"I used to get really annoyed with him because I just thought he was being naughty and I didn't fully appreciate why he was doing things and what was causing upsets," explains Susan Kay from Westhill, in Aberdeenshire.
"I am calmer now and can deal with my emotions much better, which helps him. Just being aware makes a difference," says Mrs Kay, who has launched a support group for parents of autistic children.
Mrs Kay spoke about her personal experience at the launch of a new information resource to help parents whose children have recently been diagnosed with autism, and adults whose condition was identified later.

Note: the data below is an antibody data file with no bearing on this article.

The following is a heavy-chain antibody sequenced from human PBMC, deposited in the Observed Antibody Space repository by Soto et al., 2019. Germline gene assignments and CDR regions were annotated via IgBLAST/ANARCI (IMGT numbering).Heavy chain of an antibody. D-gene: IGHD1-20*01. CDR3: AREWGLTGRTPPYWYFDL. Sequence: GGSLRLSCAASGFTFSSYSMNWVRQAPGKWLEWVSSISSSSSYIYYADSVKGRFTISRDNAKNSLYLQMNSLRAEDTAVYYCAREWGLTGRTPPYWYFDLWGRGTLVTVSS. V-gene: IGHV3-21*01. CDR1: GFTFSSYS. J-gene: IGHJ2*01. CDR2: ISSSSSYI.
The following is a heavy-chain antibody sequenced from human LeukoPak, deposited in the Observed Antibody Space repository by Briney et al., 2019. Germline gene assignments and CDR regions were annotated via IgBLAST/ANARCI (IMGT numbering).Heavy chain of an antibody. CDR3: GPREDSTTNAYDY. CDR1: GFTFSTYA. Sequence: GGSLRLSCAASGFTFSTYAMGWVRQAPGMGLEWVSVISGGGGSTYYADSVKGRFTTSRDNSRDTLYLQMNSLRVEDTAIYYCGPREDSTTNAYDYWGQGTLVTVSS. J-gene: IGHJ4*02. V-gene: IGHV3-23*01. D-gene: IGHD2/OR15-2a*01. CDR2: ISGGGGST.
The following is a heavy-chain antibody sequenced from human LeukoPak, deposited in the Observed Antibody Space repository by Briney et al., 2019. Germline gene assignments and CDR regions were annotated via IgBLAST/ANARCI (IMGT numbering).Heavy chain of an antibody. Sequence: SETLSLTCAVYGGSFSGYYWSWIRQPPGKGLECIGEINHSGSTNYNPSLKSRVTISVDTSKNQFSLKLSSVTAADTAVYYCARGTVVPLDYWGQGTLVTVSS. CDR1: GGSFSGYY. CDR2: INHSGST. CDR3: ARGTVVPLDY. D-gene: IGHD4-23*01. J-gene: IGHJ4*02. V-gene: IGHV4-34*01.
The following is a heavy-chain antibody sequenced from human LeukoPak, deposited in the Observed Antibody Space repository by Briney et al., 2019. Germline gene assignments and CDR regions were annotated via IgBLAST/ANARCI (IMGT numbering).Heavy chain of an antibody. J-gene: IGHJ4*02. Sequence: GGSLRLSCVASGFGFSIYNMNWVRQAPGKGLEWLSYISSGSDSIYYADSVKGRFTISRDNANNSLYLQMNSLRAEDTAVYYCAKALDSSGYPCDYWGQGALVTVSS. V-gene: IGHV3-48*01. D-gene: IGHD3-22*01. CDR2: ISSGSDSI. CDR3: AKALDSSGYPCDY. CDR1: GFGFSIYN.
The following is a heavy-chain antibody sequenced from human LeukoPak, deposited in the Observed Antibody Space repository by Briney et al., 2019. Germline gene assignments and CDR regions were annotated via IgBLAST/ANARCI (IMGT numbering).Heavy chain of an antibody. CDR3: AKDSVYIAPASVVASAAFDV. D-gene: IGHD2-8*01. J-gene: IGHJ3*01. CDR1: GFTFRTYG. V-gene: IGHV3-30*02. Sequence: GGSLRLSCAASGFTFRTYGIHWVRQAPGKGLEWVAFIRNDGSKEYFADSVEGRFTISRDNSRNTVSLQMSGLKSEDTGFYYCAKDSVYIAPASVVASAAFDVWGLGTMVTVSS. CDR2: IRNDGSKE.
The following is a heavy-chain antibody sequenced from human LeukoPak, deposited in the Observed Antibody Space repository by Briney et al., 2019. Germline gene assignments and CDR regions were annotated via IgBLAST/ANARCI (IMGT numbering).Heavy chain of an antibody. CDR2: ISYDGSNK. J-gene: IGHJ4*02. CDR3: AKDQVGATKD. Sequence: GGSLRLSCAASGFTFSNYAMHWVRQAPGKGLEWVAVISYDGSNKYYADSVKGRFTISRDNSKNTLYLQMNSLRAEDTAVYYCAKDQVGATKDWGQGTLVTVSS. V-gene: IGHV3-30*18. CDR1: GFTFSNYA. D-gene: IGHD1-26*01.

Next Steps is a three-year pro-ject launched by the National Autistic Society Scotland in partnership with Aberdeenshire and Aberdeen City councils and funded by the Scottish Executive Education Department to give support and information to those diagnosed, and to their families and carers. It will be introduced in partnerships with local authorities throughout Scotland in the early months of this year.
Autism, including Asperger's syndrome, is a lifelong developmental disability affecting an estimated 50,000 Scots. It is a spectrum condition, and affects people with varying degrees of severity.
"In some cases I have heard of, you've just been given a diagnosis and you are left to find out about it yourself, and it's sometimes quite difficult," says Mrs Kay.